Tyson Chandler’s injury was a major blow to the Knicks. That’s to be expected when your team’s best defender, rebounder and most consistent player goes down. But Chandler’s absence has a more far-reaching effect than the team merely missing his presence — certain players on the roster are heavily reliant on his game. One such player is Raymond Felton, who with Tyson Chandler out shouldn’t be in the starting lineup and shouldn’t be playing starter’s minutes. Here’s why I think so.
Felton’s a skilled player, without a doubt. However, his single greatest contribution to this team — one that no other point guards on the roster can bring — is his prowess in the pick-and-roll. Felton’s scoring ability from mid-range pull-ups and takes to the basket, combined with Chandler’s dominant rolling off the screen, has created a tandem that is tough to stop. So much so that it was a huge key in getting Carmelo Anthony catch-and-shoot looks last season and helped the Knicks finish with the third best offensive efficiency in the league.
Problem is, outside of this very specific attack, Felton doesn’t have a real edge over the Knicks’ next-best one guard: Pablo Prigioni. In fact, Felton’s game has a major hole that Prigioni doesn’t. I’m, talking of course, about the defensive end.
The Knicks surrendered a third-worst league ranking in opposing points and field goal percentage from the point guard position last year, per 82games.com. Felton was scorched time and time again — too slow to be effective in the pick and roll, too short to contest shots and too lacking in concentration or IQ (who knows) to make the right rotations and help out defensively. As soon as Prigioni took the floor, the Knicks played their best basketball.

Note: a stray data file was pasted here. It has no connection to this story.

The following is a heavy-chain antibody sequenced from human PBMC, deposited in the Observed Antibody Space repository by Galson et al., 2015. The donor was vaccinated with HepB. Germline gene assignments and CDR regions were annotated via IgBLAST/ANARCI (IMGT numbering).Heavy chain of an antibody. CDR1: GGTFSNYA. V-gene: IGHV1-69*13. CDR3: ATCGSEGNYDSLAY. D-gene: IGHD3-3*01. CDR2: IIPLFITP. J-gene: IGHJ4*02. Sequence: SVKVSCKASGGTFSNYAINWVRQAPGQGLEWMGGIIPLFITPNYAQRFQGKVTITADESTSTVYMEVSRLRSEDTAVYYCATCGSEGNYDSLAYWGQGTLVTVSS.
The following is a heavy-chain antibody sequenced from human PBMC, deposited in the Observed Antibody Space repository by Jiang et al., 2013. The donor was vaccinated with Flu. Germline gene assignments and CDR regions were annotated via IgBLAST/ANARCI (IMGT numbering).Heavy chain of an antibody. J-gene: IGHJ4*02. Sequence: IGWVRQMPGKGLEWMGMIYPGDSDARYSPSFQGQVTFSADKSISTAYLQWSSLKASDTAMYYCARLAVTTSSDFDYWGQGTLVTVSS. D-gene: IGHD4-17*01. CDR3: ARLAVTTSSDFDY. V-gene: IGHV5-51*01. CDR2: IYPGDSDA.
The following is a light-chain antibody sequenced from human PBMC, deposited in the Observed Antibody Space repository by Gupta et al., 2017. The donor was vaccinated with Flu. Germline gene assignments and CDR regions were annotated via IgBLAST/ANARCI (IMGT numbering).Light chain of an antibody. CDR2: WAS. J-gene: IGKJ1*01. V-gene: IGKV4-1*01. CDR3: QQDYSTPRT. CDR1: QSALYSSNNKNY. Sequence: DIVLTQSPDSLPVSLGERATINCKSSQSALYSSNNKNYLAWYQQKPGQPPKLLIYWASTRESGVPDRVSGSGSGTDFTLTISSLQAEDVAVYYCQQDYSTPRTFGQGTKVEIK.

The Knicks’ NetRTG was highest with Pablo Prigioni on the court over any other player last year other than Kenyon Martin (who played in 60 fewer games and totaled 800 fewer minutes than Pablo) and Earl Barron (who played 36 minutes all season.) In the Playoffs, a similar picture appears: Prigioni once again was the largest positive influence for New York (behind James White, who played 9 minutes) with a 21.1 (!) points per 100 possessions increase when on floor.
Of course, this doesn’t all have to do with Prigioni’s pesky steals and timely help on defense, neither of which Felton brings to the degree that Prigs does. It’s also his shooting.
Prigs has been cooking so far this season, making 8-15 threes (53%) after shooting a solid 39.6% from long range last year. For an offense that is at it’s peak launching as many threes as possible, Felton’s 36% and 20% shooting marks from downtown in 2013 and 2014 aren’t exactly a great help.
In the remaining areas, both Felton and Prigioni have their own advantages, though none are too significant. Prigioni’s turnovers have always been a source of skepticism surrounding his game, but it’s to be expected from a player who’s put up .07 shots per touch this season. Where Felton is ahead in that regard, Prigs evens it out with his work on the boards: He was tied for 7th last year in offensive rebound rate among point guards per ESPN, whereas Felton just barely topped Prigioni in RPG despite the minutes gap.
Felton’s lone upside over Prigioni is his being a threat scoring the ball on the pick-and-roll. With Chandler out, there’s no reason to be playing Felton 34.4 minutes per game to Prigioni’s 19.9. Pablo has even developed a deadly pick-and-pop game with Andrea Bargnani, certainly not the weapon the Felton-Chandler P&R was, but a respectable placeholder:
The Knicks aren’t the same team without Tyson Chandler — not just for what he brought as an individual, but for the effect he has on his teammates as well. Although the whole is greater than the sum of its parts, Chandler’s injury has silenced Felton’s biggest weapon for this team: the P&R. If Mike Woodson is so indulged in the idea of this team making adjustments when called upon, perhaps he should give Prigioni the starting point guard slot for the time being. It couldn’t possibly be worse, right?